Understanding call numbers* 
          Coming up empty-handed? 
          Checking bibliographies 
          Interlibrary loan  
     Article databases 
     Saving search results
Advanced Internet research techniques  
     Types of search engines 

     Exercise 2.2 Academic research on the Internet
Living sources: Interviews and surveys
     Arranging interviews  
          Finding experts 
          Finding nonexperts affected by your topic 
          Making contact 
         Conducting interviews  
         The e-mail interview  
    Planning informal surveys 
    Avoid loaded questions
    Avoid vague questions
    Drawbacks of open-ended questions
    Designing your multiple choice questions
    Using scaled responses
    Conducting surveys 

Fieldwork: Research on what you see and hear 
     Preparing for fieldwork
     Notetaking strategies  
     Using what you see and hear

     Exercise 2.4 DataViz: Tell a story with facts


Chapter 3: The Third Week
Writing in the middle


    Exercise 3.1 Getting into a conversation with a fact 
Plagiarism: What it is, why it matters, and how to avoid it  
    Plagiarism Q & A

    Exercise 3.2 Saying it back to a source
    Why plagiarism matters 
A taxonomy of copying, quotation, paraphrase, and summary 

    Exercise 3.3 Dialogic notetaking: Listing in, speaking up
    “What? I Failed” by Thomas Lord 
     Notetaking techniques 
     The double-entry journal 
     The research log 
     Narrative notetaking 
     Online research notebooks
When you’re coming up short: More advanced searching techniques 
     Advanced library searching techniques 
     Advanced Internet search techniques
    Thinking outside the box: Alternative sources

     Exercise 3.4 Building an annotated bibliography


Chapter 4: The Fourth Week
Getting to the draft  
     Exploration or argument? 

     Exercise 4.1 Dialogue with Dave
Organizing the draft  
     Delayed thesis structure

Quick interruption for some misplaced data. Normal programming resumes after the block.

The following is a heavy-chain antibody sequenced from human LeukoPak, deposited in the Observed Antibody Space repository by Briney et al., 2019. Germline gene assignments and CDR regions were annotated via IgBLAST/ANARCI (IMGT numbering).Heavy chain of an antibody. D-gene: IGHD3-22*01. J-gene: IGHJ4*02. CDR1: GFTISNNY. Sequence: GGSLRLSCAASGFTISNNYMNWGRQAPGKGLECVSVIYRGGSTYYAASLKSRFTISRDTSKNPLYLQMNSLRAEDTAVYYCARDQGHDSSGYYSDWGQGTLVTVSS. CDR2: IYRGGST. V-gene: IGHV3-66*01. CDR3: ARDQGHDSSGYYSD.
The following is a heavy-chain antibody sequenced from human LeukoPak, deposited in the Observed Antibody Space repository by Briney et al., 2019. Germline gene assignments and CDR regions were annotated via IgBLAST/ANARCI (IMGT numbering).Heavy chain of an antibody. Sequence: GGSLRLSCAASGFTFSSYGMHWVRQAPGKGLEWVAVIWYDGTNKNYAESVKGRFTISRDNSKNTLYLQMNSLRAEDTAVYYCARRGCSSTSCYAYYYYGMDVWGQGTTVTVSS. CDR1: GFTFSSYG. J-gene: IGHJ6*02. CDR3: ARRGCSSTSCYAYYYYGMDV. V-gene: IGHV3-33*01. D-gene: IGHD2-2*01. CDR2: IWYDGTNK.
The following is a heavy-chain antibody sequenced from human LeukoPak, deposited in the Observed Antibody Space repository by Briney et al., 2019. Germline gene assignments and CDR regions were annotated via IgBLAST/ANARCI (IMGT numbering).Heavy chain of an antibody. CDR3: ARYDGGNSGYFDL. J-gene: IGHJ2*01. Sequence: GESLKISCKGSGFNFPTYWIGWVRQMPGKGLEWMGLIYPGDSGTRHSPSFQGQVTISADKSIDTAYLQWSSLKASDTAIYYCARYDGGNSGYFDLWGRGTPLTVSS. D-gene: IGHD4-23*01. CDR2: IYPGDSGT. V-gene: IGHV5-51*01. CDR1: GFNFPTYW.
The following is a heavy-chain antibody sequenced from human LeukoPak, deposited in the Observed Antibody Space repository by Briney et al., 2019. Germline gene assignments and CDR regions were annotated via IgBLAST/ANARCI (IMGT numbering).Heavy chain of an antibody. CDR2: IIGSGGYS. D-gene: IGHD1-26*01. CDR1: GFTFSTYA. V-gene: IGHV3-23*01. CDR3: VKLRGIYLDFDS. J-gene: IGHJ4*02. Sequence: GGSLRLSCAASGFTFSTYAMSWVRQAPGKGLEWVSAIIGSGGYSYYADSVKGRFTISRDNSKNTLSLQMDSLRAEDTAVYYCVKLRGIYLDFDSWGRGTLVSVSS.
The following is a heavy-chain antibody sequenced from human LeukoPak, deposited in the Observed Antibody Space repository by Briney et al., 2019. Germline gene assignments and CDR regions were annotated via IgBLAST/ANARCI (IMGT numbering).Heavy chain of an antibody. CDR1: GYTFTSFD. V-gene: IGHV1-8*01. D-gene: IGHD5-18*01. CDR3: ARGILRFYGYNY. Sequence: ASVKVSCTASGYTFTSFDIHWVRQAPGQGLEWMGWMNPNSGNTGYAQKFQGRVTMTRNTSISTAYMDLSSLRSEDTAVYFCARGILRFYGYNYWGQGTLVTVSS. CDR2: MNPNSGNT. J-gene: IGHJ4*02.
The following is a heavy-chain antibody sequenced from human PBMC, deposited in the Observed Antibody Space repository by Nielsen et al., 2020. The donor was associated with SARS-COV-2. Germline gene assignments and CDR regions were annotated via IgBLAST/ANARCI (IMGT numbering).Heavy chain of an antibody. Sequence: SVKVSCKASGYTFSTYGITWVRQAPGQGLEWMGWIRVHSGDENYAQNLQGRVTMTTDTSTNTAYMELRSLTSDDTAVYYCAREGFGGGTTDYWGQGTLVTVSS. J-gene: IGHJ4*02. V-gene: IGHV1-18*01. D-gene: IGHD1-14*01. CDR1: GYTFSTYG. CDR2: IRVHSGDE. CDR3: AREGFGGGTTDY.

Question–claim structure 
     Exploring or arguing: An example 
    Preparing to write the draft 
     Refining the question  

     Refining the thesis  

     Exercise 4.2 Sharpening your point
      Deciding whether to say I 
     Getting personal without being personal
Starting to write the draft: Beginning at the beginning  
     Flashlights or floodlights?  
     Writing multiple leads 
     Exercise 4.3 Three ways in

Writing for reader interest 

     Whose steering and where to? 
     Working the common ground 
     Putting people on the page 
     Writing a strong ending 
     Using surprise 
Writing with sources 
     The weave of research writing
     Handling quotes
     Other quick tips for controlling quotations 
     Citing sources
Driving through the first draft


Chapter 5: The Fifth Week
Revising is re-seeing (or breaking up is hard to do)    
Global revision: Revising for purpose, thesis, and structure  
     Writer- to reader-based prose
     Exercise 5.1 Wrestling with the draft
     Reviewing the structure

     Exercise 5.2 Directing the reader's respose
     Using your thesis to revise 

     Exercise 5.3 Cut and paste revision
    Examining the wreckage 
    Other ways of reviewing the structure

    Finding quick facts
Local revision: Revising for language 
    Who are you in the draft 
    Tightening seams between what you say and what they say 
   Scrutinizing paragraphs 
   Scrutinizing sentences 
   Exercise 5.4 Cutting clutter

Preparing the final manuscript 
    Considering a “reader-friendly” design 
    Using images 
    Following MLA conventions 
    Proofreading your paper

    Exercise 5.5 Picking off the lint  
        Ten common mistakes in research papers
       Using the “find” or “search” function 
      Avoiding sexist language
Looking back and moving on

Appendix A: Understanding Research Assignments

Appendix B: Guide to MLA Styles.
Appendix C: Guide to APA Style.